Gutsy violinist lays everything bare in ripper recital.
Melbourne Recital Centre
February 15, 2015
Christian Tetzlaff is becoming something of a Melbourne Recital Centre regular. After appearing as soloist with the Mahler Chamber Orchestra last year, the German violin virtuoso was back on Sunday evening as part of the centre’s Great Performers series, in a program celebrating the raw potential of the violin alone. Making the most of his time in Australia, Tetzlaff arrived in Victoria just days after wowing audiences in Sydney with his blisteringly high-octane performances of Mendelssohn’s Violin Concerto with the SSO. For this more intimate performance three solo sonatas were on offer; the outer two by Eugène Ysaÿe and Béla Bartók owing much of their language and form to the composer of the central work, Johann Sebastian Bach.
Unleashing the full force of his instrument from the get-go, Tetzlaff began the Ysaÿe Solo Sonata in G minor, Op.27, No.1 with a deliberate, uncompromising blow from his bow arm that sent sound erupting through the hall. Each stroke sank purposefully into the strings, drawing out thick, meaty chords that formed into a tortured counterpoint. These aggressive outbursts were balanced by gossamer-thin playing right at the fingerboard’s edge in the work’s quieter moments. Using the stillness of the space to his full advantage, Tetzlaff employed this haunting colour particularly effectively in the sonata’s nonchalant third movement. A ferociously spirited Allegro fermo returned to the serious world of the first two movements.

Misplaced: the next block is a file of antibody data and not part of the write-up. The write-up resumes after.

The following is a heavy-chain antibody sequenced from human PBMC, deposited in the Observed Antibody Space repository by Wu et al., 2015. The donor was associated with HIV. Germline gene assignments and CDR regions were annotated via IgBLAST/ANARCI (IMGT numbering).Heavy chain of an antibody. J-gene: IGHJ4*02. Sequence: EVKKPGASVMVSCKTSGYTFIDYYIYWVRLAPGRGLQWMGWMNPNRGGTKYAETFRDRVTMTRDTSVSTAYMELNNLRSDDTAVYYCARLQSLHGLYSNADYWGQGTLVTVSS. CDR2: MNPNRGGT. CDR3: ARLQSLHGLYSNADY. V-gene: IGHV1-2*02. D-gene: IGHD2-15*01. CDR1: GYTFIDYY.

Next came the customary offering of Bach, in the form of the unaccompanied Sonata no.3 in C major. Tetzlaff negotiated the exquisite 4-part counterpoint of the throbbing first movement’s Adagio with a fine clarity, while the monumentally long second movement fugue, though expertly rendered, did at times come across as heavy handed. A reprieve came in the Largo third movement, which in Tetzlaff’s reading was sonorous and sweet, with inspired colour changes and what was at times a daringly soft caress of the bow. The final movement, the perpetually spinning Presto, was breathtakingly fast – so fast, in fact, that it looked to spin out of control right at the end. Tetzlaff did manage to rein it in with a whimsically placed, final trill; whether it was planned or not was too hard to tell (it was perfect nonetheless).
Following interval came the mighty Sonata for Solo Violin by Hungarian composer Béla Bartók, written a year before the composer’s death in 1945. This dramatic work was the perfect vehicle for Tetzlaff to again show off his powerful bowing action, particularly in the second movement Fugue with its insistent, accented subject. The lament-like third movement featured some of the most stunningly soft passages of the evening, with a ghost-like, muted section, and perfect double-stopped false harmonics. Tetzlaff’s exuberant flourish at the end of the rapturous, folk-inspired finale brought many in the house to their feet.
There was one last treat, with more Bach served for an encore: in this case a beautifully nuanced reading of the pulsing C major Andante from the unaccompanied Sonata no.2.